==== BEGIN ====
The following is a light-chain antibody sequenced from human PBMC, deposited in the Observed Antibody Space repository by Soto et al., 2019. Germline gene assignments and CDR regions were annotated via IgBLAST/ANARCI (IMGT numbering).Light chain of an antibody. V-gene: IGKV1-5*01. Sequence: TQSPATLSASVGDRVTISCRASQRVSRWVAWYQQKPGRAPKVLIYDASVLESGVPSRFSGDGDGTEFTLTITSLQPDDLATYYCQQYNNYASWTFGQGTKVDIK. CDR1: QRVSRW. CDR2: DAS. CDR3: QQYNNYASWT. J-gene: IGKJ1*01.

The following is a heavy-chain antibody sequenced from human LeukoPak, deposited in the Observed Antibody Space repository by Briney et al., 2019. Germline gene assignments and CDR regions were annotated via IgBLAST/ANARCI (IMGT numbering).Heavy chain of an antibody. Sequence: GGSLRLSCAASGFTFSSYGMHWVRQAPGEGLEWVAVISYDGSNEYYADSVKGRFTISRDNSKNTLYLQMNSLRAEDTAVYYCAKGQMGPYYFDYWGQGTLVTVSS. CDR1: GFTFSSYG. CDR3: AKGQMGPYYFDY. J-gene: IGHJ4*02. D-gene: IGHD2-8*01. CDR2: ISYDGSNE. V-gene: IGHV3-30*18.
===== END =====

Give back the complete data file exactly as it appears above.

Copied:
The following is a light-chain antibody sequenced from human PBMC, deposited in the Observed Antibody Space repository by Soto et al., 2019. Germline gene assignments and CDR regions were annotated via IgBLAST/ANARCI (IMGT numbering).Light chain of an antibody. V-gene: IGKV1-5*01. Sequence: TQSPATLSASVGDRVTISCRASQRVSRWVAWYQQKPGRAPKVLIYDASVLESGVPSRFSGDGDGTEFTLTITSLQPDDLATYYCQQYNNYASWTFGQGTKVDIK. CDR1: QRVSRW. CDR2: DAS. CDR3: QQYNNYASWT. J-gene: IGKJ1*01.

The following is a heavy-chain antibody sequenced from human LeukoPak, deposited in the Observed Antibody Space repository by Briney et al., 2019. Germline gene assignments and CDR regions were annotated via IgBLAST/ANARCI (IMGT numbering).Heavy chain of an antibody. Sequence: GGSLRLSCAASGFTFSSYGMHWVRQAPGEGLEWVAVISYDGSNEYYADSVKGRFTISRDNSKNTLYLQMNSLRAEDTAVYYCAKGQMGPYYFDYWGQGTLVTVSS. CDR1: GFTFSSYG. CDR3: AKGQMGPYYFDY. J-gene: IGHJ4*02. D-gene: IGHD2-8*01. CDR2: ISYDGSNE. V-gene: IGHV3-30*18.